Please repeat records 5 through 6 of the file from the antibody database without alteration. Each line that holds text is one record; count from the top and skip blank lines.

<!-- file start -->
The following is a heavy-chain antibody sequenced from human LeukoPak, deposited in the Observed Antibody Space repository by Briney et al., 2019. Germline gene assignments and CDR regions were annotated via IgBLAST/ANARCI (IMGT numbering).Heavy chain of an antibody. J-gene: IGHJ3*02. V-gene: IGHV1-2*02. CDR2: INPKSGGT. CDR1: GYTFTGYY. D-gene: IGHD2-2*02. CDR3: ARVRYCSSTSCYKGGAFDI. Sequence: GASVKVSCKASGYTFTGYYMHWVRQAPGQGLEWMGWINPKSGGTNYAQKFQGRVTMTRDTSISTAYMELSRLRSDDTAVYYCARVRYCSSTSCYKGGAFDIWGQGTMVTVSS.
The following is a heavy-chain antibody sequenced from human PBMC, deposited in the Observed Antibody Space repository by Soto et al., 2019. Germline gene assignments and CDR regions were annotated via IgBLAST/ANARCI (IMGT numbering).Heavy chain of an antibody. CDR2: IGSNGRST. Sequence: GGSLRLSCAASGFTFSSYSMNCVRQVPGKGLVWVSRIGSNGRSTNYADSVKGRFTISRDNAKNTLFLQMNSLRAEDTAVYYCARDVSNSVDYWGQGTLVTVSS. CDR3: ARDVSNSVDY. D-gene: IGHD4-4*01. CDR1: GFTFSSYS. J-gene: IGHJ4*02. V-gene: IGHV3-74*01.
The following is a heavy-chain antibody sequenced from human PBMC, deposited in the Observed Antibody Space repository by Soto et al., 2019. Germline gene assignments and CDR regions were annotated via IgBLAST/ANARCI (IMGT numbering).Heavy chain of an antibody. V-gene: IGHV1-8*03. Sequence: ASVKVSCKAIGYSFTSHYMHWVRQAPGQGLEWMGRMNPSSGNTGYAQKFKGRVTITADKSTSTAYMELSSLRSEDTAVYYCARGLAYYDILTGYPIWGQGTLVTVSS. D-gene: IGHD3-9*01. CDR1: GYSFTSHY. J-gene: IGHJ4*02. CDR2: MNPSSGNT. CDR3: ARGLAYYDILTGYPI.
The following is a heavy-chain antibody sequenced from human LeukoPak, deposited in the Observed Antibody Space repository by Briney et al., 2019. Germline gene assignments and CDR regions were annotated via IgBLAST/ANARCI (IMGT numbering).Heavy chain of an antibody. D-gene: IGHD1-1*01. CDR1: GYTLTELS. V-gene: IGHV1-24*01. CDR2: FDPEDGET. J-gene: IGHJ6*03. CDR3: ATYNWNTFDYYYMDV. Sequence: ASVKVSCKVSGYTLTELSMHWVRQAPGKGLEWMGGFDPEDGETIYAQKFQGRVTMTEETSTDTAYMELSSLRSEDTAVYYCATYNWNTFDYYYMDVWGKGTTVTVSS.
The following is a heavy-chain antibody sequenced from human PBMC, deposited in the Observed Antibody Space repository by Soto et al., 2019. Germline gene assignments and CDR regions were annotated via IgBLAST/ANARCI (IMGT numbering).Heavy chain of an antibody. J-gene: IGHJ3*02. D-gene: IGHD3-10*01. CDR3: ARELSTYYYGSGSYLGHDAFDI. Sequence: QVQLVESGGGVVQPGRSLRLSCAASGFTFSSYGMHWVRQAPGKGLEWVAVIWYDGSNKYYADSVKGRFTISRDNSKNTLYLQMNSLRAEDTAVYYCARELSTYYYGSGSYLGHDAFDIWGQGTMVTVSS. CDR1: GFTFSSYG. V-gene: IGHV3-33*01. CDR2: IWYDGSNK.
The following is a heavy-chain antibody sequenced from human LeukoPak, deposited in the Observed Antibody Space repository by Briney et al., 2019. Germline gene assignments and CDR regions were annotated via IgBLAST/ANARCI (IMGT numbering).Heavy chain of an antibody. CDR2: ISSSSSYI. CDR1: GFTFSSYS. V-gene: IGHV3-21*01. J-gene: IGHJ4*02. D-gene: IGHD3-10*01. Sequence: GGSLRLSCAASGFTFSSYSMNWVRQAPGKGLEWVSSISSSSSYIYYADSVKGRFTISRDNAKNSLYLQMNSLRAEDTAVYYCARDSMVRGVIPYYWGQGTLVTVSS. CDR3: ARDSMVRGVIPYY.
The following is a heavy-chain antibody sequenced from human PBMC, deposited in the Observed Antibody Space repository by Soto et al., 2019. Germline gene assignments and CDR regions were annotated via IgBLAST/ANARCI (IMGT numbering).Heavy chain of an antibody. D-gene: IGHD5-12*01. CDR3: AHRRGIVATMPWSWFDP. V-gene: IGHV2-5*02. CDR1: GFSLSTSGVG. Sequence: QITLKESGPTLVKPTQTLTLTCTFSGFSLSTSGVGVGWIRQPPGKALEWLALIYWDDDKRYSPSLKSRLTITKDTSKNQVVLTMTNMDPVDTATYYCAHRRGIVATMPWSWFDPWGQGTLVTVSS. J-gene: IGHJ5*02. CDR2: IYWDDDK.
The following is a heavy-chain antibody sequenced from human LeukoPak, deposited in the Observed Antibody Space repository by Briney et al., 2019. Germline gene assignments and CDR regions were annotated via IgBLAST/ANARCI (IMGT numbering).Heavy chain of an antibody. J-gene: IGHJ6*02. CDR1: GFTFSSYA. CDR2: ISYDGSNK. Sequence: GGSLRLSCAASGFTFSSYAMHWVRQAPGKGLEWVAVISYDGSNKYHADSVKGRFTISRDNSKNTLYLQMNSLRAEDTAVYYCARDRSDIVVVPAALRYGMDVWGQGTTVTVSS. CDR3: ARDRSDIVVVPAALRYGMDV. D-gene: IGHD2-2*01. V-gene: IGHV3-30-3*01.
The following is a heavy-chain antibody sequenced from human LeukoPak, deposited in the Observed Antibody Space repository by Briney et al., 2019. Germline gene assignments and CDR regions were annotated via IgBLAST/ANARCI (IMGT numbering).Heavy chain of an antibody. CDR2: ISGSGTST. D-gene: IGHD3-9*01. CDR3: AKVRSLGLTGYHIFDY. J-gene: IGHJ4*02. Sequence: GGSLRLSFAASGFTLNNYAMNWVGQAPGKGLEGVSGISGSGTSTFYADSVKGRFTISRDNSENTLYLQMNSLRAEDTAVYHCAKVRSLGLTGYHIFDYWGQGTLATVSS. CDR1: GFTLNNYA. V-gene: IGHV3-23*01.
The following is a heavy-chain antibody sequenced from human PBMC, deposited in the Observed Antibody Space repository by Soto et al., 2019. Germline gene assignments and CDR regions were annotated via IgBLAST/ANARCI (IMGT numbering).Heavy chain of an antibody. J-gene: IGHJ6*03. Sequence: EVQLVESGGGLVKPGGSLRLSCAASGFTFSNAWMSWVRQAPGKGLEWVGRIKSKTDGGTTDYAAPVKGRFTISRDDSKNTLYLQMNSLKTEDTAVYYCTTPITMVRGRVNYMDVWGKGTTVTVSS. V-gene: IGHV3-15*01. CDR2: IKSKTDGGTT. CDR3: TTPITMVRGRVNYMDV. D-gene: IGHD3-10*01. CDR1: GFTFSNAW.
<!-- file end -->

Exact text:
The following is a heavy-chain antibody sequenced from human PBMC, deposited in the Observed Antibody Space repository by Soto et al., 2019. Germline gene assignments and CDR regions were annotated via IgBLAST/ANARCI (IMGT numbering).Heavy chain of an antibody. J-gene: IGHJ3*02. D-gene: IGHD3-10*01. CDR3: ARELSTYYYGSGSYLGHDAFDI. Sequence: QVQLVESGGGVVQPGRSLRLSCAASGFTFSSYGMHWVRQAPGKGLEWVAVIWYDGSNKYYADSVKGRFTISRDNSKNTLYLQMNSLRAEDTAVYYCARELSTYYYGSGSYLGHDAFDIWGQGTMVTVSS. CDR1: GFTFSSYG. V-gene: IGHV3-33*01. CDR2: IWYDGSNK.
The following is a heavy-chain antibody sequenced from human LeukoPak, deposited in the Observed Antibody Space repository by Briney et al., 2019. Germline gene assignments and CDR regions were annotated via IgBLAST/ANARCI (IMGT numbering).Heavy chain of an antibody. CDR2: ISSSSSYI. CDR1: GFTFSSYS. V-gene: IGHV3-21*01. J-gene: IGHJ4*02. D-gene: IGHD3-10*01. Sequence: GGSLRLSCAASGFTFSSYSMNWVRQAPGKGLEWVSSISSSSSYIYYADSVKGRFTISRDNAKNSLYLQMNSLRAEDTAVYYCARDSMVRGVIPYYWGQGTLVTVSS. CDR3: ARDSMVRGVIPYY.